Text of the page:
5)    The OCGM for gasoline during the regulated periods (63.93% of DPLC from 1973-1983; 31.93% of DPLC from 1984-1997) were much larger than that during the deregulated period (11.38% of DPLC in 1998; 6.74% of DPLC from 1999-2005; 11.57% of DPLC from 2006-June 2012), indicating that the level of competition arising from the oil industry deregulation law. It appears that the regulated period assures profit to the least efficient operating refinery or marketer.

6)    On the other hand, the OCGM for diesel during the regulated periods (-17.84% of DPLC from 1973-1983; 7.26% of DPLC from 1984-1997) as well as during the deregulated period (13.89% of DPLC in 1998; 1.38% of DPLC from 1999-2005; 0.79% of DPLC from 2006-June 2012) were consistently lower compared to gasoline, indicating that oil companies are cross-subsidizing diesel from their higher gasoline margins to sustain their operations.

7)    The behavior of the oil industry is characterized today by series of weekly price adjustments to approximate but not equal the calculated price increase in the international markets (Dubai, MOPS) based on current prices vs. last week’s average cost inputs. Likewise, downward price adjustments do not reflect immediately the calculated price decrease in the international markets as there are under recoveries arising from the earlier moderate price increase that needs to be recovered to sustain their operations.

Conclusions:

There may be isolated instances of larger than normal gross margins on a daily or weekly basis as the oil companies adjust their gross margins to recoup spikes in international crude oil and product prices. But the IOPRC can not rely on transient short-term adjustments to conclude that there is deliberate overpricing as this will constitute cherry-picking of data such as when using ratio and proportion when ratio of pump price to MOPS is lower in previous period when compared to current period with an international price spike where the ratio of pump price to MOPS is extraordinarily high; hence, the predicted price using ratio and proportion would also be abnormally high and some NGOs and government agency therefore conclude that there was overpricing.

With today’s 10% ETHANOL gasoline blend, it is expected that oil companies will adjust upward domestic prices up to 90% or less (less because of competition) of the increase in the peso per liter equivalent value of gasoline MOPS and also 90% or less (less because of any previous under recoveries) of the decrease in the MOPS of gasoline. This is because the gasoline blend consists of only 90% pure gasoline component.

For diesel with 2% CME biodiesel blend, the oil companies will adjust upward domestic prices up to 98% or less of the increase in diesel MOPS and also 98% or less of the decrease in diesel MOPS. Aside from the level of adjustment, the upward price adjustments are effective immediately while downward price adjustments are implemented immediately but held for a longer period of time as oil companies recover any previous under recoveries.

On a monthly and annual average basis, however, can it be concluded that there is overpricing for gasoline and diesel? THE ANSWER IS NONE.

Using an oil pump price calculation model developed by the Committee — wherein the retail prices of gasoline and diesel are built up from import costs to transport and distribution including all taxes — there is no evidence of overpricing:

  • Using the OPPC model developed by the IOPRC, no evidence was found of overpricing of some P8 per liter for diesel and P16 per liter for unleaded gasoline, as claimed by some consumer groups. The largest annual average gross margin was 7.300 P/L in 2011 and 1.437 P/L in 1985 for gasoline and diesel, respectively.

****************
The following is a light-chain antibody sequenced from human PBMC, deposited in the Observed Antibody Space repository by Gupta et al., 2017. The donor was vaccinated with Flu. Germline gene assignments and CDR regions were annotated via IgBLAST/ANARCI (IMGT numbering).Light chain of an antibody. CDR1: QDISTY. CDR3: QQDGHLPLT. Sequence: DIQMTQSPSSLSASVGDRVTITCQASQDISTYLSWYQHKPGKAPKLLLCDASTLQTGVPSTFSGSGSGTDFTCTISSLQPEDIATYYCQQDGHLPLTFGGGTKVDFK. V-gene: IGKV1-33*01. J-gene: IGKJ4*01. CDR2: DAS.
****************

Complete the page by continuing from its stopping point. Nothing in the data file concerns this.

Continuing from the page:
• As of June 2012, the average OCGM was estimated at 16.92% of Duty Paid Landed Cost (DPLC) for gasoline and 2.20% of DPLC for diesel.
  • In June 2012, the average OCGM as percentage of pump price is 12.3% (6.86 P/L) for gasoline and 1.9% (0.88 P/L) for diesel. This gives a weighted average of 5.4% (2.88 P/L), assuming that sales proportion are in the order of one-third gasoline sales to two-thirds diesel sales.
  • The OCGM for gasoline during the regulated periods were much larger than that during the deregulated period, indicating the level of competition arising from the oil industry deregulation law.
  • On the other hand, the OCGM for diesel during the regulated period, as well as during the deregulated period, were consistently lower compared to gasoline. This suggests that oil companies are cross-subsidizing diesel from their higher gasoline margins to sustain their operations.

Recommendations:

The TWG for Oil Pump Price Model and Oil Company Gross Margin therefore recommends the following:

1)    The DOE should adopt the Oil Pump Price Calculation (OPPC) model for calculating the DPLC and the Pump Price to consider accurately the effect of biofuels addition and other logistical costs Other approximate methods such as Ratio and Proportion (such as pump price to MOPS ratio) and Rule of Thumb (such as 3 US$/bbl MOPS change per 1 PhP/L or 1 PhP/US$ FOREX change per 1 PhP/L) are at best approximations and may not be able to predict accurately absolute pump price in Pesos per Liter or price adjustments and are not recommended for regulatory use and monitoring by the DOE.

2)    The DOE should make available through its website the OPPC Model for DPLC and Pump Prices to regulators, the academe, and other interested parties.

The power point presentation in ppt format, full document report in pdf format, and the OPPC model in xls format may be download from the DOE website.

A second installment of the technical paper on Oil Pump Price Calcualtion Model and Oil Company Gross Margin will follow shortly on this same blog.

If you need advise to understand further oil pricing, you may contact us at energydataexpert@gmail.com.